All these terms are vague; there is no precise number to them, so there is no accurate comparison.
However measure words sometimes have somewhat predictable comparisons. 'several' is definitely more than 'a few', and 'many' is less than 'most'.
But between 'several' and 'many'? Those are fairly synonymous, with several only working with smaller integers and 'many' applying to pretty much any scale (it is more relative). 'some' is relative and definitely less than 'many' but
I have some marbles
How many do people have? I don't know maybe a hundred at most, so 'some' might mean here 10, 20, maybe 30?
I have several marbles
This means I have more than just a handful maybe even 10, or 20, or even 30.
On a different scale consider
There are some Muslims in India
India has a population of a billion, this would lead you to believe that there might be a subset of that (maybe millions?).
There are several Muslims in India
this makes it sounds like there are under a hundred, quite a different thing than millions.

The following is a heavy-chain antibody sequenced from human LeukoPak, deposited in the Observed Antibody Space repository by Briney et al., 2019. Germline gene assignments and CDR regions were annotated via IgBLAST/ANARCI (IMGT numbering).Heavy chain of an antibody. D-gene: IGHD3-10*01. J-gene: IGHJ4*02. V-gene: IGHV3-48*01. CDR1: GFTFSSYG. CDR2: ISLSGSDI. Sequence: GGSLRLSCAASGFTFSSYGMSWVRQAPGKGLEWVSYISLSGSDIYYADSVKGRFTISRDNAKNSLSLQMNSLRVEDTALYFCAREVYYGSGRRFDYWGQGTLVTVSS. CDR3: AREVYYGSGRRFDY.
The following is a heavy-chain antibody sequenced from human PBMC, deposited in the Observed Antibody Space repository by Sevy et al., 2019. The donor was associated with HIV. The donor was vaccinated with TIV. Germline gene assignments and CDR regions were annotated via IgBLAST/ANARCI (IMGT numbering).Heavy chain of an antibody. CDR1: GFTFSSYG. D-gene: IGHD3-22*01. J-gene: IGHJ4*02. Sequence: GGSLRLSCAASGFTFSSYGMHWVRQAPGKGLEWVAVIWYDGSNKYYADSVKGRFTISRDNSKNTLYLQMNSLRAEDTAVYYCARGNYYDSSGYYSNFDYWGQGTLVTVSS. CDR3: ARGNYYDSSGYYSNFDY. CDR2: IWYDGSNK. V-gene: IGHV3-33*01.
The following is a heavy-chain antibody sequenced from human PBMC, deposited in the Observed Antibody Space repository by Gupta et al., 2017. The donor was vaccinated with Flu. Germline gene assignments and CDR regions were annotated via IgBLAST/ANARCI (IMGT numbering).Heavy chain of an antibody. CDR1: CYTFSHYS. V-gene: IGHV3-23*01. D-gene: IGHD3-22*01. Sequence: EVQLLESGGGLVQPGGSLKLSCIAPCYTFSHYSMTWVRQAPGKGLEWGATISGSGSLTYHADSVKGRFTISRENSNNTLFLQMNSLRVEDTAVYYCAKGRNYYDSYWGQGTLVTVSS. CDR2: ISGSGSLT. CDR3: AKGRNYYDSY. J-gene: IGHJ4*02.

That should tell you that there is no real, exact answer to your title question.
To the implicit question in the contents, you're saying that both 'several' and 'many' are too much. Then use 'some' or 'a few' or nothing at all. Even 'a number' works (no one would so pedantically think of 0, 1 or 2 as a number when you say that, it is mostly synonymous with 'some'.
So I suggest:
There are a number of studies that...
probably to be held as truthful should be three or more. Ibky two would be disingenuous.
There are studies that...
This doesn't quantify much at all, it is informally used as 'not one, but I want you to think more, but probably only two.